Since the signing deadline has passed and it’s now time to take a more in-depth account of exactly what it is the Jays brought into the organization, I will be researching and evaluating each SIGNED pick from the 2011 class for the Jays. It’s a lengthy process, and some of them may take a little longer to bring together due to lack of information, but hopefully we’ll have it all done well before we bring out our “End of 2011 Top 50 Jays Prospects, JJ edition.” Each time a new article is completed, you’ll have access to it on JJ, through Tweet, and can access the entire 2011 class and our write ups on them here.
Below is everything I could gather about the Jays 108th pick, John Stilson.
Introducing Pick #108: John Jacob Stilson
Right-Handed Pitcher / 6’3″ 195 lbs / Texas
Birth Date: 28th of July 1990, 21 years old
College: Texas A&M
Signed for: $500,000
- Son of Tommy and Lorna Stilson from Texarkana, Texas.
- Grew up as, and still is, a huge Cubs fan.
- Played SS in high school, and did so until he went to College.
- Also played football and basketball in high school.
- Has already been drafted once before in 2009 as a SS, by the Twins in the 19th round.
- Majored in Fisheries and Wildlife in College.
- 2009 NJCAA All-American.
- 2010 Big-12 Newcomer of the Year.
- 2010 1st Team All-Big 12.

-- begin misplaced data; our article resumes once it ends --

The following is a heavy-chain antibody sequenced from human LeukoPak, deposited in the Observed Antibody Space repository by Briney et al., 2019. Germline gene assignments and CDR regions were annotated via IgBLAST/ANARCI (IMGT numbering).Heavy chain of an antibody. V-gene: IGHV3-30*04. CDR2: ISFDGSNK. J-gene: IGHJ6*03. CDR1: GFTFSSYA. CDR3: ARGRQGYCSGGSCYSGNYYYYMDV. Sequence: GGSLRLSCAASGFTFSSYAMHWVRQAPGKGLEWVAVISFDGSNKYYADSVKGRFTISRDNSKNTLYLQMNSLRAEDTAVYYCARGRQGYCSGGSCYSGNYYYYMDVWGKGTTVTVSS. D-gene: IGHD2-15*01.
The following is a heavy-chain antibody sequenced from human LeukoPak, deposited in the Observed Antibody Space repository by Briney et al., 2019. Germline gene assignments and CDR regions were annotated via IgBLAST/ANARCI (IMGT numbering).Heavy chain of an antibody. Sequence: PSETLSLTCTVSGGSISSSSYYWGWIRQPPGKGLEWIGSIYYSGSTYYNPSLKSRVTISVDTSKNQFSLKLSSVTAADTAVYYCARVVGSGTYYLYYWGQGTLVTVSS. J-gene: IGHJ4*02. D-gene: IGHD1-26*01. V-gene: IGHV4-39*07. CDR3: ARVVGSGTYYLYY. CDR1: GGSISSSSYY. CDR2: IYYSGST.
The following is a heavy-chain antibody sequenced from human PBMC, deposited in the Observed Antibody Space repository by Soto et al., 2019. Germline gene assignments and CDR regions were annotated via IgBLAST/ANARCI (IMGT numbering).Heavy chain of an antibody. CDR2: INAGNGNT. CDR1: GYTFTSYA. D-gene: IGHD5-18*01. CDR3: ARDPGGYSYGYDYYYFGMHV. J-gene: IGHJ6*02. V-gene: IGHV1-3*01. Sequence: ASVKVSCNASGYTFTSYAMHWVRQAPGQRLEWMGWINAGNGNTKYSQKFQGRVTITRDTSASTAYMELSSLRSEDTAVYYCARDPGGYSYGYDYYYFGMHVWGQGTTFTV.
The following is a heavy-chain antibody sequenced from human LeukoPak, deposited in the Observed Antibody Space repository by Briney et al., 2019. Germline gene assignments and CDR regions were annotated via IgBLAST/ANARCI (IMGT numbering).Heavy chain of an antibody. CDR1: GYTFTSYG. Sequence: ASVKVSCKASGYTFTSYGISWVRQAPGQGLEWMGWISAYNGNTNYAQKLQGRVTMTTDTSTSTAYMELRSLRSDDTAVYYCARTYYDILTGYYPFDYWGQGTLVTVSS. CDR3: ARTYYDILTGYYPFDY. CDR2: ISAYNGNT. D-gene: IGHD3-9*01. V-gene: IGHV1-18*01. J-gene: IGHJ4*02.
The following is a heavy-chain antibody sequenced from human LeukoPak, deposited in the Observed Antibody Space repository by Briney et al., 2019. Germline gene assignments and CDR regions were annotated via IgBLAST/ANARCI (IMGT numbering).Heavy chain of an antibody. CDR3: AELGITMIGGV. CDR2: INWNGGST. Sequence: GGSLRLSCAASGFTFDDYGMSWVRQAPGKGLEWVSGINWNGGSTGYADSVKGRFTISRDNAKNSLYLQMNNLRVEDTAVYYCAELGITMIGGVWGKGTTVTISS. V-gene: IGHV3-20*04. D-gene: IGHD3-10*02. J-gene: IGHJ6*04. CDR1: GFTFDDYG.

- 2010 Louisville Slugger 2nd Team All-American.
- 2010 Collegiate Baseball 2nd Team All-American.
- 2011 Louisville Slugger 1st Team Preseason All-American.
- 2011 Baseball America 2nd Team Preseason All-American.
- 2011 Golden Spikes Award Watch List.
- Wants to own a ranch some day and enjoys fishing, hunting, bowling, and golfing.
- Currently rooms with Daniel Norris as part of the GCL staff.
- 2010: 9-1, 10 saves, 0.80 ERA, 79 IP, 51 hits, 23 BB, 114 Ks, 2 HR, .181 avg
- 2011: 5-2, 1 saves, 1 CG, 1.68 ERA, 91.1 IP, 75 hits, 29 BB, 92 Ks, 1 HR, .229 avg
- BA: #23 (before the injury, ahead of Tyler Anderson, Matthew Purke, and Henry Owens)
“It’s impossible not to wonder if the way Stilson has been used in his Texas A&M career played a role in the deterioration of his shoulder. Most jarringly, last year in the Coral Gables Regional, Stilson threw three scoreless innings of relief against Dartmouth—interrupted by an hour-long rain delay—and came back later in the day to throw 3 2/3 scoreless innings against Miami. The Aggies rode him hard as a relief ace in 2010—he threw 79 innings over 33 appearances.”
“That’s the best I’ve ever seen in our league, at least for one game. And they said that’s the best they’d ever seen him throw. I’ve been in the conference for a while, and I’ve seen some of the best come through here. I’m talking about Max Scherzer, Joba Chamberlain and any of the guys I coached at Texas. And that’s the best I’ve seen. He will go in the first round.”
To get this kind of response from a coach after only pitching for less than 2 years (at the time) is absolutely phenomenal. He now has 3 seasons of pitching under his belt.